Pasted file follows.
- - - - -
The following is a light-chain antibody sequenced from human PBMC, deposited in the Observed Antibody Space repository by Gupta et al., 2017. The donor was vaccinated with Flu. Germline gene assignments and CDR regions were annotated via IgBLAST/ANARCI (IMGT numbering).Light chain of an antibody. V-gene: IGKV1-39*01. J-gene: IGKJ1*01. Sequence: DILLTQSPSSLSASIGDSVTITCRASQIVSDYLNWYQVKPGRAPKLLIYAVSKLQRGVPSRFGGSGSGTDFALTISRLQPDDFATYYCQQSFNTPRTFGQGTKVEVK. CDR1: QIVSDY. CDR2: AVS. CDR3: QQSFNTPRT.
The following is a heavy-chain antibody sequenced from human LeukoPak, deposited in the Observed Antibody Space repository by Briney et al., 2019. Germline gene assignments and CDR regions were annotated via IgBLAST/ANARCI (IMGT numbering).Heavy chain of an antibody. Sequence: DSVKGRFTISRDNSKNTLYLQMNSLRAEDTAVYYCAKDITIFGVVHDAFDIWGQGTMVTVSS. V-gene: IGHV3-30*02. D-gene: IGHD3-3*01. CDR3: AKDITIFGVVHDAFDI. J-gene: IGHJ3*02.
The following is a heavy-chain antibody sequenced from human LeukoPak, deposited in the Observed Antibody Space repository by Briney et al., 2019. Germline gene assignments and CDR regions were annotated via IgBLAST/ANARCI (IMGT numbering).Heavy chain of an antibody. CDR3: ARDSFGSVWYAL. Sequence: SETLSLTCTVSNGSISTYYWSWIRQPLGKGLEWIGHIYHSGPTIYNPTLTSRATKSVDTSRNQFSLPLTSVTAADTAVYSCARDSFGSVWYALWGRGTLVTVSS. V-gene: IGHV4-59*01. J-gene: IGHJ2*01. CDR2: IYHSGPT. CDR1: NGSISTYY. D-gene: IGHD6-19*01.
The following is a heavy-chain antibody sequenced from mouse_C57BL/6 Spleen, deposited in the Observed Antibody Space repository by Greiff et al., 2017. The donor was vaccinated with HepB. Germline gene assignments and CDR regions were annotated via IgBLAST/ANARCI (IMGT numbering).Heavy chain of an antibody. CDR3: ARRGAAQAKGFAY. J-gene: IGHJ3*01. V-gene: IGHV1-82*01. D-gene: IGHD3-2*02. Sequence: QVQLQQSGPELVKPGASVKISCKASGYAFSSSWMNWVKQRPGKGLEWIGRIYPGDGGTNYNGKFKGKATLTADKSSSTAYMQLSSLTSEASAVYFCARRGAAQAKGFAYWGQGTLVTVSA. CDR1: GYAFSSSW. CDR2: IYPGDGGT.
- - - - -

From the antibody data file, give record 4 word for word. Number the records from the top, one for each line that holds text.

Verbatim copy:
The following is a heavy-chain antibody sequenced from mouse_C57BL/6 Spleen, deposited in the Observed Antibody Space repository by Greiff et al., 2017. The donor was vaccinated with HepB. Germline gene assignments and CDR regions were annotated via IgBLAST/ANARCI (IMGT numbering).Heavy chain of an antibody. CDR3: ARRGAAQAKGFAY. J-gene: IGHJ3*01. V-gene: IGHV1-82*01. D-gene: IGHD3-2*02. Sequence: QVQLQQSGPELVKPGASVKISCKASGYAFSSSWMNWVKQRPGKGLEWIGRIYPGDGGTNYNGKFKGKATLTADKSSSTAYMQLSSLTSEASAVYFCARRGAAQAKGFAYWGQGTLVTVSA. CDR1: GYAFSSSW. CDR2: IYPGDGGT.